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Frontiers: A Journal of Women Studies 25.1 (2004) 138-147



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The Spoken Word

When Writing Comes at Sixty-four


Growing up, I never thought of Mama as nonliterate.1 Actually, her nonliteracy was the norm among the women (and many men) her age and older in Iranian villages, including Faradj Abad, where Mama was born during World War I. Many of my relatives, such as my older aunts and great cousins, and quite a few neighbors, also didn't know how to read and write. Mama was the eldest child in her family, and the only one who did not attend school.

In those days, school was not for everyone, and definitely not for the older girls living in the villages. Instead, the girls were supposed to take care of their younger siblings at home and to help their parents out on the farm once they reached age five or six. It was more important for them to learn skills such as weaving carpets, sewing, cooking, baking, or horseback riding, if they could afford to stay home. Girls who were born into poor households sometimes worked as servants and maids for wealthy families. At age seventy-eight, Mama proudly recalled that she wove one carpet in a month, carried home water from the well three times a day, and was a skilled horseback rider before she was ten. She was a "Kalantar" girl. Mama used the wordKalantar (head of precinct, in Persian) to mean brave and strong.2 By learning these skills Mama and other girls in her village also prepared themselves for married life. While still living in their parents' houses, they prepared a dowry. Thus, schooling was generally considered a luxury.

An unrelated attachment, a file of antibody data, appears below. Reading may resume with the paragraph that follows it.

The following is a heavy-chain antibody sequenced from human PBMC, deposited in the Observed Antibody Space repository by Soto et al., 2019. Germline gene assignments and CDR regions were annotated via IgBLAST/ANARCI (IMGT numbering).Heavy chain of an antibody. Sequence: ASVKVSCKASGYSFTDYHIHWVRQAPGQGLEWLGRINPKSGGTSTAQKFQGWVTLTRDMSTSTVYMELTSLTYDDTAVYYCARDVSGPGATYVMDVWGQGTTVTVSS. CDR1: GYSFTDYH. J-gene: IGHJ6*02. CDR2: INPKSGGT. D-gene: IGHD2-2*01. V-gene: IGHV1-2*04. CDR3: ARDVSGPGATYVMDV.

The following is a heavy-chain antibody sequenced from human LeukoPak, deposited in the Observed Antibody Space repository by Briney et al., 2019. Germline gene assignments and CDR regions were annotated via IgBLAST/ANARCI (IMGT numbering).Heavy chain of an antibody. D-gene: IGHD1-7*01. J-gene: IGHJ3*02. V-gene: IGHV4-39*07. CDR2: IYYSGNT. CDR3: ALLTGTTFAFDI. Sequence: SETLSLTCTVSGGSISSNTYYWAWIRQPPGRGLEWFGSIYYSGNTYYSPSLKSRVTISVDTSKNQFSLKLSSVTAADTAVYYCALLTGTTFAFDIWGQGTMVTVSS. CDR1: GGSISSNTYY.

In Mama's time, birth certificates were not being issued, at least not in the villages. Few people would get a birth certificate before they were adults. In fact, when it was time for Mama to get hers, no one could remember the specifics of her birthday, so she never knew the exact day she was born, though she had been told it was sometime in the middle of the summer during the war. In those days, poor couples might even claim that their young girls were ten years older than they actually were, so they would marry and leave home early. Even wealthy families didn't quite see any value in educating daughters. Why would [End Page 138] a girl need education or a birth certificate, anyway? After all, they thought, she was just going to grow up to be a wife, after being a daughter. Mama was fifteen when she fell in love with and married Papa, who was fourteen.

Mama's nonliteracy was natural to me until I was about eight or nine, a couple of years after I had started going to school—an opportunity I had due to the changing times and because I lived in a large city. I became more conscious of Mama's nonliteracy also when I met my then-best-friend Ashkhen's literate parents for the first time: Mr.Sograt, who used to be a teacher, and his wife, Mrs.Satenik, who had been a student of his. I respected the father, but there was nothing unusual about his literacy. My father, too, was literate. However, I admired her mother, then a woman in her thirties, for her ability to read and write. She appeared much more self-assured and assertive than Mama, and I considered her quite sophisticated. But I never wanted Mama to change because she was perfect as she was.

It has been said that fairy tales teach children moral values, gradually introducing them to the real world. It has also been said that stories should teach children about bitterness, meanness, and the ugly side of human nature to prepare them for the harshness of real life. Mama could not read Western classics to me, such as Cinderella, Snow White, or The Little Prince, but she did tell me stories about her own experiences, her hard times...

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Additional Information

ISSN
1536-0334
Print ISSN
0160-9009
Pages
pp. 138-147
Launched on MUSE
2004-05-20
Open Access
No
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